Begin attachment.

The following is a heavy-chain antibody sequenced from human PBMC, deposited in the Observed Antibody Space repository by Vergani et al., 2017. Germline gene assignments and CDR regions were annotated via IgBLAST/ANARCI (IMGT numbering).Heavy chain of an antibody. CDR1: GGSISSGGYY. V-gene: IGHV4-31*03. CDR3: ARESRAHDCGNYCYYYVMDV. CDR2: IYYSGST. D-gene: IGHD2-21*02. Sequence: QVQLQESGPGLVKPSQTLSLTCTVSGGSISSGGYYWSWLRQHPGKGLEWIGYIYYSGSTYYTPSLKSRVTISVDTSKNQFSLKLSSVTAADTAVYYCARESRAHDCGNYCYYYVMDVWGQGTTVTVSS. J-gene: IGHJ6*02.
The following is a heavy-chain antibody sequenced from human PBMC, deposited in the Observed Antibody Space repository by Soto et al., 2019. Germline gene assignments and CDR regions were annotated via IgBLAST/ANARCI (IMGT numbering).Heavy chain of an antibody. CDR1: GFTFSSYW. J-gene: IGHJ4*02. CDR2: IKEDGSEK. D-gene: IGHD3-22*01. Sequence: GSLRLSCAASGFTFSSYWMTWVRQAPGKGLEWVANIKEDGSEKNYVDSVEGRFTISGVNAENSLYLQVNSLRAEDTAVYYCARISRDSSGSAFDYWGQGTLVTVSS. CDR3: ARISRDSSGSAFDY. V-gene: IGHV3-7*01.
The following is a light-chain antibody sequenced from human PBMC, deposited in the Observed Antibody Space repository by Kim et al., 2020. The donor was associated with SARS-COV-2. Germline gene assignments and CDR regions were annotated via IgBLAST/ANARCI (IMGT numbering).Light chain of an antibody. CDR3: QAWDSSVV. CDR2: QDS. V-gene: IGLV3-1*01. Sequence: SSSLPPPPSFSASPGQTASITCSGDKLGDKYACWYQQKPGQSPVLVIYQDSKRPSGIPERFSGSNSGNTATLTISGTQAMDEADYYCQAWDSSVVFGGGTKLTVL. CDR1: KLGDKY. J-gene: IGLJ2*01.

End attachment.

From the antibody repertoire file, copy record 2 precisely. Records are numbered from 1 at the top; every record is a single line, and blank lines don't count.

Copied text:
The following is a heavy-chain antibody sequenced from human PBMC, deposited in the Observed Antibody Space repository by Soto et al., 2019. Germline gene assignments and CDR regions were annotated via IgBLAST/ANARCI (IMGT numbering).Heavy chain of an antibody. CDR1: GFTFSSYW. J-gene: IGHJ4*02. CDR2: IKEDGSEK. D-gene: IGHD3-22*01. Sequence: GSLRLSCAASGFTFSSYWMTWVRQAPGKGLEWVANIKEDGSEKNYVDSVEGRFTISGVNAENSLYLQVNSLRAEDTAVYYCARISRDSSGSAFDYWGQGTLVTVSS. CDR3: ARISRDSSGSAFDY. V-gene: IGHV3-7*01.